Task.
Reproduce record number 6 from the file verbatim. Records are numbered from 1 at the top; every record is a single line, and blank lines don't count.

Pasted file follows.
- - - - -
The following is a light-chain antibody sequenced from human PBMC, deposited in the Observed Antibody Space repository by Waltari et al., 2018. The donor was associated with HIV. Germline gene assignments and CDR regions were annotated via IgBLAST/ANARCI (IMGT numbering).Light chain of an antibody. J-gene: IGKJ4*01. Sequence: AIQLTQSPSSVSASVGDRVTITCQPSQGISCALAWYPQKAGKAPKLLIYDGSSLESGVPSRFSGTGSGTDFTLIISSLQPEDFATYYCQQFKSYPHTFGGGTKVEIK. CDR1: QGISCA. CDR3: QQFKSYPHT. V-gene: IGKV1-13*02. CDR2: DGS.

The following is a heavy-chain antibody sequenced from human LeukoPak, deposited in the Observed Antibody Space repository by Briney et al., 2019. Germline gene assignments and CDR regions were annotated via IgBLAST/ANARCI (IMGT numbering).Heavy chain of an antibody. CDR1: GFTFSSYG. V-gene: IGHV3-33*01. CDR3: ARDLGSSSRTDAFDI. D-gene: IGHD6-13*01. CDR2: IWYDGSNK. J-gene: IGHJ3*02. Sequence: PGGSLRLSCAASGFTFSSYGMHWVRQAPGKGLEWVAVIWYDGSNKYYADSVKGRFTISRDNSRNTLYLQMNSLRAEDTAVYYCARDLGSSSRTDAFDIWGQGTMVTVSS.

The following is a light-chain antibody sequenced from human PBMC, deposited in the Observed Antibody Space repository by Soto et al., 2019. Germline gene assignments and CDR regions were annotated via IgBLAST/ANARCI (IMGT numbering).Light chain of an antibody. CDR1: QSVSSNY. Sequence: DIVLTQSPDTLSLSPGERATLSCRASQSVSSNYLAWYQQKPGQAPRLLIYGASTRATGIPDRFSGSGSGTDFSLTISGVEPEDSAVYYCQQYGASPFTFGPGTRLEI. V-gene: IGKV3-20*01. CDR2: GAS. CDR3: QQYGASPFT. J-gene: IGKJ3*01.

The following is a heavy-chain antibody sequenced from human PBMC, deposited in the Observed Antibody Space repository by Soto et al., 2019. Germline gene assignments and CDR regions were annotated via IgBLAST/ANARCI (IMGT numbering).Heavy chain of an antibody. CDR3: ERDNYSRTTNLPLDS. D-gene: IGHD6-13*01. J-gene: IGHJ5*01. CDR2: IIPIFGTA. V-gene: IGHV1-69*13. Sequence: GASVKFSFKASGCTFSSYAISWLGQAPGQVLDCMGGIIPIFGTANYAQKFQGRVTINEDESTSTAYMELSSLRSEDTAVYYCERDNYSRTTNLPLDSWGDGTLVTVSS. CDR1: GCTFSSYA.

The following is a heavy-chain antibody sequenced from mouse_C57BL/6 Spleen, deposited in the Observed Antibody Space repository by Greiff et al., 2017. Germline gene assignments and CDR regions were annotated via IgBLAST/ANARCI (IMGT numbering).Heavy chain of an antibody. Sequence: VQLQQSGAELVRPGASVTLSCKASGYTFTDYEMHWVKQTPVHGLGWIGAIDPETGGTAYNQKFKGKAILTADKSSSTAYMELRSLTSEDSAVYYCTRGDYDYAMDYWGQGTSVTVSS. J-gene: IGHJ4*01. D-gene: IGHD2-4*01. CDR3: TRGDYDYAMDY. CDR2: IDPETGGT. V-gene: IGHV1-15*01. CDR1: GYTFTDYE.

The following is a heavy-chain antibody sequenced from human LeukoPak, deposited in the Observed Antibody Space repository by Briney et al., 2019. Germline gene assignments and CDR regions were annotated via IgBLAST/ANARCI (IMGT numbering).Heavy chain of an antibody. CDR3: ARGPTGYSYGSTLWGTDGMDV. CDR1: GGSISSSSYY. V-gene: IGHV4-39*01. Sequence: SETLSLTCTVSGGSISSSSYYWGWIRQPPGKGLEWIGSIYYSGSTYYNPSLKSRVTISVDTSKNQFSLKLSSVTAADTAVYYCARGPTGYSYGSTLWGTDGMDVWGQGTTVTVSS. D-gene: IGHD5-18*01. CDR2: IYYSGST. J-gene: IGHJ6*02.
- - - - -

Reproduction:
The following is a heavy-chain antibody sequenced from human LeukoPak, deposited in the Observed Antibody Space repository by Briney et al., 2019. Germline gene assignments and CDR regions were annotated via IgBLAST/ANARCI (IMGT numbering).Heavy chain of an antibody. CDR3: ARGPTGYSYGSTLWGTDGMDV. CDR1: GGSISSSSYY. V-gene: IGHV4-39*01. Sequence: SETLSLTCTVSGGSISSSSYYWGWIRQPPGKGLEWIGSIYYSGSTYYNPSLKSRVTISVDTSKNQFSLKLSSVTAADTAVYYCARGPTGYSYGSTLWGTDGMDVWGQGTTVTVSS. D-gene: IGHD5-18*01. CDR2: IYYSGST. J-gene: IGHJ6*02.